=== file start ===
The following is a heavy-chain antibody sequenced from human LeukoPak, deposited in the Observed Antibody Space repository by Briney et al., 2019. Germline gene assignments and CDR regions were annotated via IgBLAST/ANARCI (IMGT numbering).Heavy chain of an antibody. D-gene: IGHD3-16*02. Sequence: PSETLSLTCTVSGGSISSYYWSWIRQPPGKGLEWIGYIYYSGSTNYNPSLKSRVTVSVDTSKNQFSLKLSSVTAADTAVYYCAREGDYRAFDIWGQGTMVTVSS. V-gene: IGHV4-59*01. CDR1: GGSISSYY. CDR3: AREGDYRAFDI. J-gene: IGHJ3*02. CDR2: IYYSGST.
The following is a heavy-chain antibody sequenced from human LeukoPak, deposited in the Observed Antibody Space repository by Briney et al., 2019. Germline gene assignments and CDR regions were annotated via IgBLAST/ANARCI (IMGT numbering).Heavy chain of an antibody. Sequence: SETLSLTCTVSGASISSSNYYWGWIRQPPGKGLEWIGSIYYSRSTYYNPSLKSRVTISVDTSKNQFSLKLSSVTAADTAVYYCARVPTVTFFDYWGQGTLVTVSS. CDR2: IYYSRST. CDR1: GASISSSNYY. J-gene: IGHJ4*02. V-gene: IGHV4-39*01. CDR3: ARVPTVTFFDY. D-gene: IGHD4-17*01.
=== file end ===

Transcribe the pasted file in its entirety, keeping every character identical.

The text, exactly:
The following is a heavy-chain antibody sequenced from human LeukoPak, deposited in the Observed Antibody Space repository by Briney et al., 2019. Germline gene assignments and CDR regions were annotated via IgBLAST/ANARCI (IMGT numbering).Heavy chain of an antibody. D-gene: IGHD3-16*02. Sequence: PSETLSLTCTVSGGSISSYYWSWIRQPPGKGLEWIGYIYYSGSTNYNPSLKSRVTVSVDTSKNQFSLKLSSVTAADTAVYYCAREGDYRAFDIWGQGTMVTVSS. V-gene: IGHV4-59*01. CDR1: GGSISSYY. CDR3: AREGDYRAFDI. J-gene: IGHJ3*02. CDR2: IYYSGST.
The following is a heavy-chain antibody sequenced from human LeukoPak, deposited in the Observed Antibody Space repository by Briney et al., 2019. Germline gene assignments and CDR regions were annotated via IgBLAST/ANARCI (IMGT numbering).Heavy chain of an antibody. Sequence: SETLSLTCTVSGASISSSNYYWGWIRQPPGKGLEWIGSIYYSRSTYYNPSLKSRVTISVDTSKNQFSLKLSSVTAADTAVYYCARVPTVTFFDYWGQGTLVTVSS. CDR2: IYYSRST. CDR1: GASISSSNYY. J-gene: IGHJ4*02. V-gene: IGHV4-39*01. CDR3: ARVPTVTFFDY. D-gene: IGHD4-17*01.